ETFs not 'at the heart' of U.S. market selloff: Fed's Powell

Federal Reserve Chairman Jerome Powell delivers the semi-annual Monetary Policy Report to the House Financial Services Committee hearing in Washington, U.S., February 27, 2018. REUTERS/Joshua Roberts

(Reuters) - The U.S. Federal Reserve is “looking into” whether exchange-traded funds (ETFs) influenced the stock selloff earlier this month, but the investments were not likely “at the heart” of what happened, Chairman Jerome Powell said on Tuesday.

The S&P 500 .SPX fell 10 percent from Jan. 26 to Feb. 8 in a decline investors linked to fears about rising bond yields and higher inflation. Some analysts said the propensity of stocks to rise and fall in unison is exacerbated by the popularity of index-tracking funds that own entire markets.

“I don’t think they were particularly at the heart of what went on, on those days,” Powell said in response to a question from a congressman during his first testimony as Fed chair, noting the Fed has “looked carefully” to understand what happened during the selloff.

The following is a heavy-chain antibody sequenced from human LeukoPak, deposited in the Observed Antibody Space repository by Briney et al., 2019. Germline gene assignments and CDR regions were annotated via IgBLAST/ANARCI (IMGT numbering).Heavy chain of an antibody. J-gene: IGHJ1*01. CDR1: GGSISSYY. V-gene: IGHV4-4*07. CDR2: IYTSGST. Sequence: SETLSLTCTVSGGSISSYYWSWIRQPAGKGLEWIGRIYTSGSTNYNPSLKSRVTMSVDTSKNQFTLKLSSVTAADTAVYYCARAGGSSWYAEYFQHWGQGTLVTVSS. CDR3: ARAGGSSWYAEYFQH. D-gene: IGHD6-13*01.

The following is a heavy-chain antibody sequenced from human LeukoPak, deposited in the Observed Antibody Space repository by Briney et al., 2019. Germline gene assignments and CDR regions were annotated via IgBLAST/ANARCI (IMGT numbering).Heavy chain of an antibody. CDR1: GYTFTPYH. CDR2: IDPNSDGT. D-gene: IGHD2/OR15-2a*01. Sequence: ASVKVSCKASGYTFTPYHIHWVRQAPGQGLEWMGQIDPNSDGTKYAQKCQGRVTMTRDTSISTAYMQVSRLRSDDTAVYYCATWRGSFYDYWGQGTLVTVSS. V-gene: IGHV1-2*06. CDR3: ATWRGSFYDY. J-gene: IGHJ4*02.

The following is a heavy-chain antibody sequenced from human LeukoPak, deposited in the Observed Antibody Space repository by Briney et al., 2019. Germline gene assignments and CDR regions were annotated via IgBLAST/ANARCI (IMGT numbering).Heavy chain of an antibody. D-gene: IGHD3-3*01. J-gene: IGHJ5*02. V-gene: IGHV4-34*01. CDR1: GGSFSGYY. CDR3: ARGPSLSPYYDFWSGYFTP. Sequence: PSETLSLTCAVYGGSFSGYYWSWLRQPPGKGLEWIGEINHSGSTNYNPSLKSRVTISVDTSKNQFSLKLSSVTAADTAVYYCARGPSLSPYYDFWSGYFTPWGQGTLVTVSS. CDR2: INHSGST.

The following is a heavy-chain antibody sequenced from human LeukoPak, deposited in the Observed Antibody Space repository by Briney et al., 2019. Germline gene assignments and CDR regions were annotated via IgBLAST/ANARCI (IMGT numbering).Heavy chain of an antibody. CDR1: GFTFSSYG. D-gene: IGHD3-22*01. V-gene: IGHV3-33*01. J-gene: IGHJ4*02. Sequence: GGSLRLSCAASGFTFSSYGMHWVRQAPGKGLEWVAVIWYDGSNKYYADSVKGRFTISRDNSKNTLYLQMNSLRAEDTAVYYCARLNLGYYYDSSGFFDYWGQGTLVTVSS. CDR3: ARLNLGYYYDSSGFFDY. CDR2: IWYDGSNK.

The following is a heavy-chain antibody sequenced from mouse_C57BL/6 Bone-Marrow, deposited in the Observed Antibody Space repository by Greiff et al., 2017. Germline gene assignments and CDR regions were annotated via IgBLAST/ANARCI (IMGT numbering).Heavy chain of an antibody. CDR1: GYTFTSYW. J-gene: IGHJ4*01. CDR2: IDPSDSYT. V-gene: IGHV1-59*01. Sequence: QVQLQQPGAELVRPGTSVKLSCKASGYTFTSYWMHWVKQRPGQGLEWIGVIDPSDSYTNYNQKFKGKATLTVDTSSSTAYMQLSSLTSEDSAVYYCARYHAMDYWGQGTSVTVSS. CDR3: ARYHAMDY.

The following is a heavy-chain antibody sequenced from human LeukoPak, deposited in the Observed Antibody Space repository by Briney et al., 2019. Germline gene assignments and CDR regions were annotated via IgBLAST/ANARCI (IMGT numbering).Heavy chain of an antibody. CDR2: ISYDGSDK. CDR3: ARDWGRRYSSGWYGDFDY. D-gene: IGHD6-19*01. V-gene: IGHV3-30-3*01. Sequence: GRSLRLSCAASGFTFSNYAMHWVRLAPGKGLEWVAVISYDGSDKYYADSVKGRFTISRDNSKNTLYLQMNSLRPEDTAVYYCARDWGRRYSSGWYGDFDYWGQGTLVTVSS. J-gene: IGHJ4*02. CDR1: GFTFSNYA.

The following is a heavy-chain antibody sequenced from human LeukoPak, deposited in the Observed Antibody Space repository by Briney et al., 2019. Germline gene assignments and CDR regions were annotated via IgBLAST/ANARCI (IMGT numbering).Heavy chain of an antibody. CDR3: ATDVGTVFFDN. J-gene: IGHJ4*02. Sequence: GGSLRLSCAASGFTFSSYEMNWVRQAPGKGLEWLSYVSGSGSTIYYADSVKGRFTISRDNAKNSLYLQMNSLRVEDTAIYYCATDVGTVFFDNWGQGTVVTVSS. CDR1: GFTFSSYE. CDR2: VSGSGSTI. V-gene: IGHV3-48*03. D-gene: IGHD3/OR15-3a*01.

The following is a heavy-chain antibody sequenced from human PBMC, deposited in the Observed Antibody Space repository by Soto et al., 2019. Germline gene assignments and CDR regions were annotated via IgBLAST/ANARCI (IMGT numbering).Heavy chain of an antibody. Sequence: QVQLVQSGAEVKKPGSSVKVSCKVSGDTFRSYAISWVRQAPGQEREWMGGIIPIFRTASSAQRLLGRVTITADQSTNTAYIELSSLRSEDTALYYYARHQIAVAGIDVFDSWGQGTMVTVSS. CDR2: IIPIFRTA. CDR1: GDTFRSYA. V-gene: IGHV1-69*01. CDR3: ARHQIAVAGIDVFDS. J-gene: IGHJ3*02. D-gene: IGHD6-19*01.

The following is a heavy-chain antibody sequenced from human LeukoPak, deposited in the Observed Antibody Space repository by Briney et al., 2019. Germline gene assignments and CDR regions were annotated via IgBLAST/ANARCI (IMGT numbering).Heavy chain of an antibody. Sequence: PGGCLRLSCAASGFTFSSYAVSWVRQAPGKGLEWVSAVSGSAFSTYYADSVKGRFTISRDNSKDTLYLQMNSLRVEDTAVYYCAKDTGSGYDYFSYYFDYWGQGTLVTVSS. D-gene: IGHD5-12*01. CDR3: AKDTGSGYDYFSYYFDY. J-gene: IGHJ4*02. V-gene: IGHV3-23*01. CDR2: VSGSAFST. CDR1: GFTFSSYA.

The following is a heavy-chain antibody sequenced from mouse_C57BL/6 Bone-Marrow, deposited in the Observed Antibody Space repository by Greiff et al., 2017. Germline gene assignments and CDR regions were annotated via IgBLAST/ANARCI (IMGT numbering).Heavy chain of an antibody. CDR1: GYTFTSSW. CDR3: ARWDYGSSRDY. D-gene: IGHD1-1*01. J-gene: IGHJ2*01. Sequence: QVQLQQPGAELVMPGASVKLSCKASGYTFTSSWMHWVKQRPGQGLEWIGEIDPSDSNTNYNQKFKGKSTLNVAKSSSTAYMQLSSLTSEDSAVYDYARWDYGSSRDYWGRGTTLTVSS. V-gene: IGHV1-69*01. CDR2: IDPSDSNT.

“It’s something we’re talking to our fellow agencies - particularly the SEC I think would be best positioned to look at this - but it’s a question that we’re looking into.”

The Securities and Exchange Commission, which oversees funds, did not immediately respond to a request for comment. The Fed also regulates banks that manage, trade or own ETFs.

Regulators have been scrutinizing various actors in the selloff, including complex products, some of them ETFs, that bet on market volatility remaining low and which recorded substantial losses.

Reporting by Trevor Hunnicutt; Editing by Andrea Ricci